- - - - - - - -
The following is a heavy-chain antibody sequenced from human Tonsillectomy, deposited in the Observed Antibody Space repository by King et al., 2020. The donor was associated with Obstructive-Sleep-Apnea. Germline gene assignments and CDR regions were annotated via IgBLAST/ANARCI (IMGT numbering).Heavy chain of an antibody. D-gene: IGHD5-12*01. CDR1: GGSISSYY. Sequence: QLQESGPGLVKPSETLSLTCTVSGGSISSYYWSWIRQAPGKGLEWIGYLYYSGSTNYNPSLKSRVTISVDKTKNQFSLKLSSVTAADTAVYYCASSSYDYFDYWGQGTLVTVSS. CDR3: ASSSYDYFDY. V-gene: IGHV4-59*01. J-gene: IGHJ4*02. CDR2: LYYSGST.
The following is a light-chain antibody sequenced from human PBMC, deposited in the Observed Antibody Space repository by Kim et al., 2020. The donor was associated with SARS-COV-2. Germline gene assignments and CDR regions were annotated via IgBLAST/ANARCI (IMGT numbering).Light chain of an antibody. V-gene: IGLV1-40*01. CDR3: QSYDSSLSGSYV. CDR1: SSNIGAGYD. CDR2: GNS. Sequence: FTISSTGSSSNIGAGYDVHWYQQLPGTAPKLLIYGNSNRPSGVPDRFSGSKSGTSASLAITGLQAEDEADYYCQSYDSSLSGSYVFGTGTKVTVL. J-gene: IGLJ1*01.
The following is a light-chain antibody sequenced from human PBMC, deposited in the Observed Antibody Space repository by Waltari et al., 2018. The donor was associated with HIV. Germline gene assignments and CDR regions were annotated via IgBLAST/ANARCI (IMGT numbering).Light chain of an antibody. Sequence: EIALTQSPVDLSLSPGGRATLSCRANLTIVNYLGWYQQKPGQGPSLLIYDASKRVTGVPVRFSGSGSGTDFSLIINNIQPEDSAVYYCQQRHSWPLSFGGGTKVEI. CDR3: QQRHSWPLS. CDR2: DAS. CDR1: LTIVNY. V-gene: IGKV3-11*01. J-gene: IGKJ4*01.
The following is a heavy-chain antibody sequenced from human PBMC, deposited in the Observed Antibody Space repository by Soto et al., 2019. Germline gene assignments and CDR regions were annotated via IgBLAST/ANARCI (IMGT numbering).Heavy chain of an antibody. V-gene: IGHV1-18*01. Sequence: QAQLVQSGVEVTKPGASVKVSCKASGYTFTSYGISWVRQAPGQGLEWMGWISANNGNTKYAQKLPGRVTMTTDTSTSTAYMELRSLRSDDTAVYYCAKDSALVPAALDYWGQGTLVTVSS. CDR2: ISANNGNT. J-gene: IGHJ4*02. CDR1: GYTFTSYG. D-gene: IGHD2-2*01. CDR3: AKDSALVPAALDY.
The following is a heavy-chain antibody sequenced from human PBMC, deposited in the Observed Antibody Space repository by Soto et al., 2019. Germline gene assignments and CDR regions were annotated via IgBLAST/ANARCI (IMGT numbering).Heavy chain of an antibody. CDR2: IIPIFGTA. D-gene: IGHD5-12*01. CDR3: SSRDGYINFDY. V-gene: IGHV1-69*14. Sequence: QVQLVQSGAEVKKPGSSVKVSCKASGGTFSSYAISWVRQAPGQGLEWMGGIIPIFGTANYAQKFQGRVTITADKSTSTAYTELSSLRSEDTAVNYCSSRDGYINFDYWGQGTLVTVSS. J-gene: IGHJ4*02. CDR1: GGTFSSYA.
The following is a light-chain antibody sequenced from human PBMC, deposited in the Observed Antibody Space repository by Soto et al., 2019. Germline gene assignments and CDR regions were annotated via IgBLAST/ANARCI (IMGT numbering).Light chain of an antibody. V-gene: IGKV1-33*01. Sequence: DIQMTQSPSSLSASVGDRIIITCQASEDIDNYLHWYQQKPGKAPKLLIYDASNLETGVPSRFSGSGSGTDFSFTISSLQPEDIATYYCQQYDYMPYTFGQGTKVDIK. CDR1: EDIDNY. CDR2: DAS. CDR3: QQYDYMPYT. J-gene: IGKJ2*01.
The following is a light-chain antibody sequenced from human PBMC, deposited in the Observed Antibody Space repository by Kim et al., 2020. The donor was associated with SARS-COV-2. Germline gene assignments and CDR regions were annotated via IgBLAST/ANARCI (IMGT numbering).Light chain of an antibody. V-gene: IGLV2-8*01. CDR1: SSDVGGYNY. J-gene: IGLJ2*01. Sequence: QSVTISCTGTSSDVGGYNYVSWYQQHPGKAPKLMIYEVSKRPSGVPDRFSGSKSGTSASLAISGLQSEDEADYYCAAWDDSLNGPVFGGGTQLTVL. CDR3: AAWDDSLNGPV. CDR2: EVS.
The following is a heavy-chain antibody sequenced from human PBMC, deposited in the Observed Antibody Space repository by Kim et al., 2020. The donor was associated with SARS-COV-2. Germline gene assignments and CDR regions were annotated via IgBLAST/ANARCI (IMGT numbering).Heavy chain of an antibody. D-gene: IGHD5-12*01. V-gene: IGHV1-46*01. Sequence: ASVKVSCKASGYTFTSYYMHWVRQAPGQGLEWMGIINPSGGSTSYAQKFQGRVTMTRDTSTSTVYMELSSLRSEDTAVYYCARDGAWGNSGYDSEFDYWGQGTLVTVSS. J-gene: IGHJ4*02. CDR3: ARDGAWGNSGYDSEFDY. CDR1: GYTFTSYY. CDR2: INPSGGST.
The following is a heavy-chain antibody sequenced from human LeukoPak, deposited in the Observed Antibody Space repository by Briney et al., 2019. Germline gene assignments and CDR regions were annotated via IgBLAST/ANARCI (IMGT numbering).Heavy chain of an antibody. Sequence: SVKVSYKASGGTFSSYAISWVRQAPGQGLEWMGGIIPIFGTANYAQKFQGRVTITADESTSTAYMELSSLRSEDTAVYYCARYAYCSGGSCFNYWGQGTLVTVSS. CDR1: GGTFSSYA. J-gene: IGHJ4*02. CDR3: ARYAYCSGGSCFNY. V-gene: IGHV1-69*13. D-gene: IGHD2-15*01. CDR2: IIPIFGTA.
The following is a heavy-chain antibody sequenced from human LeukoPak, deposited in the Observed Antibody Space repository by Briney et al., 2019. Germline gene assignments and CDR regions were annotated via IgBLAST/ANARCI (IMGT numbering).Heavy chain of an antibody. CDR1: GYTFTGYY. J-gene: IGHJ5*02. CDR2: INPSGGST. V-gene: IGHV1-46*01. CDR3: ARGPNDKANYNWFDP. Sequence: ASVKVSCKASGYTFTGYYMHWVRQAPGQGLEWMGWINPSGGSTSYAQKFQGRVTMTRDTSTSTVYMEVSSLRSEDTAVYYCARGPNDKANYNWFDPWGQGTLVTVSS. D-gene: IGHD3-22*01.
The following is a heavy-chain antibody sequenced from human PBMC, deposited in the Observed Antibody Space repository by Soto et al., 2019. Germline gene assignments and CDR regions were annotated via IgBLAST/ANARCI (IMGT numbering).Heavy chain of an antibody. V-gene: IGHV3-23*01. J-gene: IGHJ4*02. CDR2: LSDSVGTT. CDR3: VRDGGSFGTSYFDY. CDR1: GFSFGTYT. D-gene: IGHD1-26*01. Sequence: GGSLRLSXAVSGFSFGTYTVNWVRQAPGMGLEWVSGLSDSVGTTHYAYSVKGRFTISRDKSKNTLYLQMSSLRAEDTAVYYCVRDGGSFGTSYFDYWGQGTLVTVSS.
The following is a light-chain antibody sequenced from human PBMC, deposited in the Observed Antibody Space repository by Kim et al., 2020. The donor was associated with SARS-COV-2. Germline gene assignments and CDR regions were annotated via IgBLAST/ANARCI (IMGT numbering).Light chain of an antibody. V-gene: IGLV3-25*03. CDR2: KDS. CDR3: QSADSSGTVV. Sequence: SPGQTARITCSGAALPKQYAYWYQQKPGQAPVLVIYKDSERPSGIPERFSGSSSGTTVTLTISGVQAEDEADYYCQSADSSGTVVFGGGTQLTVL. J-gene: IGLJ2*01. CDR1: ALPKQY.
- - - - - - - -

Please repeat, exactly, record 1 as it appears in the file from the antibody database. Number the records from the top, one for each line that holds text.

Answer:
The following is a heavy-chain antibody sequenced from human Tonsillectomy, deposited in the Observed Antibody Space repository by King et al., 2020. The donor was associated with Obstructive-Sleep-Apnea. Germline gene assignments and CDR regions were annotated via IgBLAST/ANARCI (IMGT numbering).Heavy chain of an antibody. D-gene: IGHD5-12*01. CDR1: GGSISSYY. Sequence: QLQESGPGLVKPSETLSLTCTVSGGSISSYYWSWIRQAPGKGLEWIGYLYYSGSTNYNPSLKSRVTISVDKTKNQFSLKLSSVTAADTAVYYCASSSYDYFDYWGQGTLVTVSS. CDR3: ASSSYDYFDY. V-gene: IGHV4-59*01. J-gene: IGHJ4*02. CDR2: LYYSGST.